“What drew me to Canadian Academy first was its academic results,” Kirsten says. “The students can – and do – go on to study at top-class universities. Oxford, Yale, Osaka University – no doors are shut. Some students may only come to us for three or four years but their achievements are internationally recognised. Those universities want our students.”
Hearing some of the alumni stories, you also get the feeling that wherever they go next, students deeply enjoy their time at Canadian Academy. They all talk about being part of a community, and making close friendships there. In fact, one alumnus didn’t want to leave at all, and rejoined the school as a faculty member.
It’s understandable then that teaching jobs go fast here. “We have around 85 teachers, and we only hire the best, experienced people,” says Headmaster David (D.J.) Condon. “We usually go to international school recruitment fairs but many people want to work for us. I’ve been here for two years, and I think it’s just a great place to work.”
Every Wednesday, the students finish class one hour earlier than usual. This time is given to teachers for their professional development. Small class sizes and a central location are other bonus parts of the job. But the best part? It’s the students, says Kirsten: “We have amazing students. They take their education seriously and actively try to do well. It’s inspiring for us as teachers to see their commitment, energy and motivation.”
Sound like a dream school? International schools like Canadian Academy may not be perfect, but if you can afford the tuition, they will give your child much more opportunity to have a great education.
4-1 Koyo-cho Naka, Higashinada-ku, Kobe, 658-0032,
Tel: 078 857 0100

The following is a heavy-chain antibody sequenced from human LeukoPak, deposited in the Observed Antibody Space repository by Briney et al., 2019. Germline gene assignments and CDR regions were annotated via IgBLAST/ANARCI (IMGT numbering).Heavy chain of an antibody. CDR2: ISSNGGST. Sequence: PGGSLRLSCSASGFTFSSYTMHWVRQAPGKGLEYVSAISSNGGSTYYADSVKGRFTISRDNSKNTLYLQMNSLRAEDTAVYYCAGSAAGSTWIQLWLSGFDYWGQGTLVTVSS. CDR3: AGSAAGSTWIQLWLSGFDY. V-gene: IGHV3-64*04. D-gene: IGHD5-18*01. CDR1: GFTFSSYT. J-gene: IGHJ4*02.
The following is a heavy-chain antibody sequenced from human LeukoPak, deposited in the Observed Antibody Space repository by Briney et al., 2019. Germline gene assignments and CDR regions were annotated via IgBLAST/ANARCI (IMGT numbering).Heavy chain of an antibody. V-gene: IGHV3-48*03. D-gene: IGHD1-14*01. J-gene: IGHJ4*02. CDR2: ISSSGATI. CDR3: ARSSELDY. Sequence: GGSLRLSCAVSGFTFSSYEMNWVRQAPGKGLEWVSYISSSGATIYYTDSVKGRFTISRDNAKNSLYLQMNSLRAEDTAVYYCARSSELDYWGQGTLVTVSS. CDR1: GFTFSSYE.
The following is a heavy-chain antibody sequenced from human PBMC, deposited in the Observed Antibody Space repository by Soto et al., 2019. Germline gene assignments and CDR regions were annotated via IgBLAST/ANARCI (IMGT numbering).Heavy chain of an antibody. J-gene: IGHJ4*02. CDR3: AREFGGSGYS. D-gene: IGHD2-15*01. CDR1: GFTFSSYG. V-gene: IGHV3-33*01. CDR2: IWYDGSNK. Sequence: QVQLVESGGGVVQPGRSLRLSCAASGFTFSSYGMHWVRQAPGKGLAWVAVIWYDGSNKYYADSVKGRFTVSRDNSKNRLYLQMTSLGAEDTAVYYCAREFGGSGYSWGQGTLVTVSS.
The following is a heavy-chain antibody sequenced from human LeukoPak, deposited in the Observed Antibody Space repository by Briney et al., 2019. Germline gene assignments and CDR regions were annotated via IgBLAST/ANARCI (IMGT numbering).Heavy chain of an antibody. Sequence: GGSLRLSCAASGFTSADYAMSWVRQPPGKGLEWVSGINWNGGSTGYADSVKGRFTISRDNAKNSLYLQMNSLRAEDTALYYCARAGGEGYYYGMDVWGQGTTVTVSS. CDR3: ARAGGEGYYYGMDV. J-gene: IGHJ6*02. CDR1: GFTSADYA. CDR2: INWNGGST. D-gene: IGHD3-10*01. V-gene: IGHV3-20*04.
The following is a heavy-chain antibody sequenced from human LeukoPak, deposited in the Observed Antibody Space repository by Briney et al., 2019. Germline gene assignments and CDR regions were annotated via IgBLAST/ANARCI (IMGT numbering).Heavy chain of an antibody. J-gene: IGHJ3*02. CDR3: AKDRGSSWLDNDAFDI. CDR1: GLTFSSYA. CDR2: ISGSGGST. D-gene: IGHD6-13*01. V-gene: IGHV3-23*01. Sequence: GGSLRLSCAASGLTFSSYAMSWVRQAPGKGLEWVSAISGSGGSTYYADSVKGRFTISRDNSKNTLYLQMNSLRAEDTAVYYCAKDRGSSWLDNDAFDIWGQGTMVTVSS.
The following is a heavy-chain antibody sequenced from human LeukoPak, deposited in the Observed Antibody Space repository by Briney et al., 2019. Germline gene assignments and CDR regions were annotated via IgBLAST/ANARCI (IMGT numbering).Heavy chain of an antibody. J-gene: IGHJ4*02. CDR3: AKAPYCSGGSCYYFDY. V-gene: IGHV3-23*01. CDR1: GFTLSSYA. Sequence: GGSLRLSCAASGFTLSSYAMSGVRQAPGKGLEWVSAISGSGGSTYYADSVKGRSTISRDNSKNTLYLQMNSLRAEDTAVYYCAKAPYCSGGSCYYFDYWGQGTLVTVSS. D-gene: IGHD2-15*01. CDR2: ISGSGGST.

A student’s view
Aron Castro joined the school in 2000. He’s the Student Body Council President and will be graduating this year. After that, he’s off to Singapore to study film.
KS: What have you enjoyed most about studying at CA?
Without a doubt, the wide range of people. What I find so great about this school is that it consists of individuals that come from different parts of the world with their own stories, values and ethics. What results from all these individuals coming together is that a new culture is formed, which is an appreciation of universal values such as our caring for one another, a drive to succeed, and family. Furthermore, people at Canadian Academy are never afraid to share a laugh with one another. With all the variations in languages and beliefs, we make great use of universal tongues like humor to break down walls. When I graduate, no matter the extent of future renovations on the facilities, the people will always define Canadian Academy. They will provide a constant sense of familiarity; like you’re back home.
KS: How has Canadian Academy influenced your life?
With my experience in Canadian Academy, I can walk out the doors with a solid foundation on how to survive in an increasingly globalised world. What I cherish most about my education here is that it has instilled in me a respect and appreciation for other people and the places they come from. With violence, hate, and unrest headlining the news, a globalised perspective allows me to be a part of the solution. Canadian Academy is a school; a place for academics and growth. It encourages my development and inspires action. But ultimately, after 13 years… it’s home!